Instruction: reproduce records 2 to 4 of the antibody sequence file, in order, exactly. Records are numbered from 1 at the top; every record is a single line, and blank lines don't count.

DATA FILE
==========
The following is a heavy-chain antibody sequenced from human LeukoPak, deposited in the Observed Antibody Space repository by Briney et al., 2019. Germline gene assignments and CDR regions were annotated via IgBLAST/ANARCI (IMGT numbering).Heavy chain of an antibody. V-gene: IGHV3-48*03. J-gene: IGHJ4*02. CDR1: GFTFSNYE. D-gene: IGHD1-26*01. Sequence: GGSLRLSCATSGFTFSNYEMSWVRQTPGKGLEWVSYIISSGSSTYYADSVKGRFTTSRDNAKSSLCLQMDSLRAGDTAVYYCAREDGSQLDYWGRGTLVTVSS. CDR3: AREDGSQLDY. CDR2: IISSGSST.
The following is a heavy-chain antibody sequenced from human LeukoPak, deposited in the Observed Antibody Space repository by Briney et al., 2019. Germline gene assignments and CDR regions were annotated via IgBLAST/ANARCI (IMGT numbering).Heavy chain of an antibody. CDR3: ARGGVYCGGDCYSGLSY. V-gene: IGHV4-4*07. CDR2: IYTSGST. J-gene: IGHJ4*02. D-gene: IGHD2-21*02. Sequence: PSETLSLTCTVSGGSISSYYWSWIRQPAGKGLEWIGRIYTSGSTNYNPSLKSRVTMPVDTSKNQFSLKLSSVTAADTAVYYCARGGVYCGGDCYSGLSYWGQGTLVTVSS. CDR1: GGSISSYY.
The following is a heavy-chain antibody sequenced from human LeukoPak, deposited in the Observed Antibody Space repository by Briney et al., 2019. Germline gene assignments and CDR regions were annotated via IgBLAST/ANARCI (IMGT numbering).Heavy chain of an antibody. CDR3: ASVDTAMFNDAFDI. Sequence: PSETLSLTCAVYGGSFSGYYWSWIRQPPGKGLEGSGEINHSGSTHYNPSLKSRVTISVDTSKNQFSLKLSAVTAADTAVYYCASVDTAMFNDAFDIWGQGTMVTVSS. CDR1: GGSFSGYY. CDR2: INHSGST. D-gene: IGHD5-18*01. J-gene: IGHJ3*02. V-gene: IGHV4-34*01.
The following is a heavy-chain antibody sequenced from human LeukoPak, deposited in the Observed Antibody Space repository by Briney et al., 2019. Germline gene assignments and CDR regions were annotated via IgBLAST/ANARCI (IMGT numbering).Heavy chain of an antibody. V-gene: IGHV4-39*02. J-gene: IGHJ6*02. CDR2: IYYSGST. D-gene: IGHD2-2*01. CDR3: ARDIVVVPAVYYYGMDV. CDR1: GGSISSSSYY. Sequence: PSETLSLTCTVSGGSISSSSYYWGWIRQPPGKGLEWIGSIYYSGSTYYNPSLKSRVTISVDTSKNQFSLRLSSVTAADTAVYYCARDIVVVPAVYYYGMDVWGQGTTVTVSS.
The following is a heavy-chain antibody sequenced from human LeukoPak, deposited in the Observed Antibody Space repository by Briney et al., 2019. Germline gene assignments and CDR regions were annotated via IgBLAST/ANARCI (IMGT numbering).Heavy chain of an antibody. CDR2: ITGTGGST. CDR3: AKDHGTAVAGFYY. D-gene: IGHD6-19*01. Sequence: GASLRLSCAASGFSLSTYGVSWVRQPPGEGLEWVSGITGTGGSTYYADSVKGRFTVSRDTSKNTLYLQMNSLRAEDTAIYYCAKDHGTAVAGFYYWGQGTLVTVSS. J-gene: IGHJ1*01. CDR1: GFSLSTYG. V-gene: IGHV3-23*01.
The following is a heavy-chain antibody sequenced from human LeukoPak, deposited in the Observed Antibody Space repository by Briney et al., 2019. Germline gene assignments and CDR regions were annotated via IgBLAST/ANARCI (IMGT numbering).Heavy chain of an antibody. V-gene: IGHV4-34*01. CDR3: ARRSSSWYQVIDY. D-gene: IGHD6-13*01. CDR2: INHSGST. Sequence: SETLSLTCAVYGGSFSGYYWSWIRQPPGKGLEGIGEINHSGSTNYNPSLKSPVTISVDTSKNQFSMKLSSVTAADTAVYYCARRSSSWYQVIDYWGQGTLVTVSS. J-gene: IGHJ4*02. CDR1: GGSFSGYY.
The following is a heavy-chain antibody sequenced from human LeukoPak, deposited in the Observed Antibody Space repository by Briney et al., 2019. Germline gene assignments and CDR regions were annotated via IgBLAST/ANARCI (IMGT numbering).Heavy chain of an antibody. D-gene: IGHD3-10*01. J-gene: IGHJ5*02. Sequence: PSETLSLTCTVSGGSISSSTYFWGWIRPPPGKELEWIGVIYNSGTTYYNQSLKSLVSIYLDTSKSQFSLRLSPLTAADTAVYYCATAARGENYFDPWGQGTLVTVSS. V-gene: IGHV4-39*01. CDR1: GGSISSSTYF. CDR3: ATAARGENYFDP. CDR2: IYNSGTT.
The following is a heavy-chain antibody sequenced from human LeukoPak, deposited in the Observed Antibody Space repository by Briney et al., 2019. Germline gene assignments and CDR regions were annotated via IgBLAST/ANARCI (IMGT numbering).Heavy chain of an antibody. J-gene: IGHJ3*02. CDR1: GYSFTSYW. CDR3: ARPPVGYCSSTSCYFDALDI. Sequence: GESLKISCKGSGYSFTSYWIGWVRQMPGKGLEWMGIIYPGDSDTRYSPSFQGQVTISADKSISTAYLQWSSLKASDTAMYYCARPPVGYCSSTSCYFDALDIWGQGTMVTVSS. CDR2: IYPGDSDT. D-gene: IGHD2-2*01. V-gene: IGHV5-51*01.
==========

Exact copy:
The following is a heavy-chain antibody sequenced from human LeukoPak, deposited in the Observed Antibody Space repository by Briney et al., 2019. Germline gene assignments and CDR regions were annotated via IgBLAST/ANARCI (IMGT numbering).Heavy chain of an antibody. CDR3: ARGGVYCGGDCYSGLSY. V-gene: IGHV4-4*07. CDR2: IYTSGST. J-gene: IGHJ4*02. D-gene: IGHD2-21*02. Sequence: PSETLSLTCTVSGGSISSYYWSWIRQPAGKGLEWIGRIYTSGSTNYNPSLKSRVTMPVDTSKNQFSLKLSSVTAADTAVYYCARGGVYCGGDCYSGLSYWGQGTLVTVSS. CDR1: GGSISSYY.
The following is a heavy-chain antibody sequenced from human LeukoPak, deposited in the Observed Antibody Space repository by Briney et al., 2019. Germline gene assignments and CDR regions were annotated via IgBLAST/ANARCI (IMGT numbering).Heavy chain of an antibody. CDR3: ASVDTAMFNDAFDI. Sequence: PSETLSLTCAVYGGSFSGYYWSWIRQPPGKGLEGSGEINHSGSTHYNPSLKSRVTISVDTSKNQFSLKLSAVTAADTAVYYCASVDTAMFNDAFDIWGQGTMVTVSS. CDR1: GGSFSGYY. CDR2: INHSGST. D-gene: IGHD5-18*01. J-gene: IGHJ3*02. V-gene: IGHV4-34*01.
The following is a heavy-chain antibody sequenced from human LeukoPak, deposited in the Observed Antibody Space repository by Briney et al., 2019. Germline gene assignments and CDR regions were annotated via IgBLAST/ANARCI (IMGT numbering).Heavy chain of an antibody. V-gene: IGHV4-39*02. J-gene: IGHJ6*02. CDR2: IYYSGST. D-gene: IGHD2-2*01. CDR3: ARDIVVVPAVYYYGMDV. CDR1: GGSISSSSYY. Sequence: PSETLSLTCTVSGGSISSSSYYWGWIRQPPGKGLEWIGSIYYSGSTYYNPSLKSRVTISVDTSKNQFSLRLSSVTAADTAVYYCARDIVVVPAVYYYGMDVWGQGTTVTVSS.